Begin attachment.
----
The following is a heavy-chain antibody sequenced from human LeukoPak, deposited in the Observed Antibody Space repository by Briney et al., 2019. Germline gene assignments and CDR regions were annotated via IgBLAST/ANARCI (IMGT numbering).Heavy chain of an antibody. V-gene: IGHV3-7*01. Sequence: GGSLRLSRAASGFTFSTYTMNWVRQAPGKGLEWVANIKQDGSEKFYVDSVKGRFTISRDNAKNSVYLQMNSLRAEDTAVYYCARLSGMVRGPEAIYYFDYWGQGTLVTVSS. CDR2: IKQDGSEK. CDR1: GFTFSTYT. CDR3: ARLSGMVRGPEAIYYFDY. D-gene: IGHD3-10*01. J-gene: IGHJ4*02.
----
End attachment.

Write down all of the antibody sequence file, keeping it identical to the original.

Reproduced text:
The following is a heavy-chain antibody sequenced from human LeukoPak, deposited in the Observed Antibody Space repository by Briney et al., 2019. Germline gene assignments and CDR regions were annotated via IgBLAST/ANARCI (IMGT numbering).Heavy chain of an antibody. V-gene: IGHV3-7*01. Sequence: GGSLRLSRAASGFTFSTYTMNWVRQAPGKGLEWVANIKQDGSEKFYVDSVKGRFTISRDNAKNSVYLQMNSLRAEDTAVYYCARLSGMVRGPEAIYYFDYWGQGTLVTVSS. CDR2: IKQDGSEK. CDR1: GFTFSTYT. CDR3: ARLSGMVRGPEAIYYFDY. D-gene: IGHD3-10*01. J-gene: IGHJ4*02.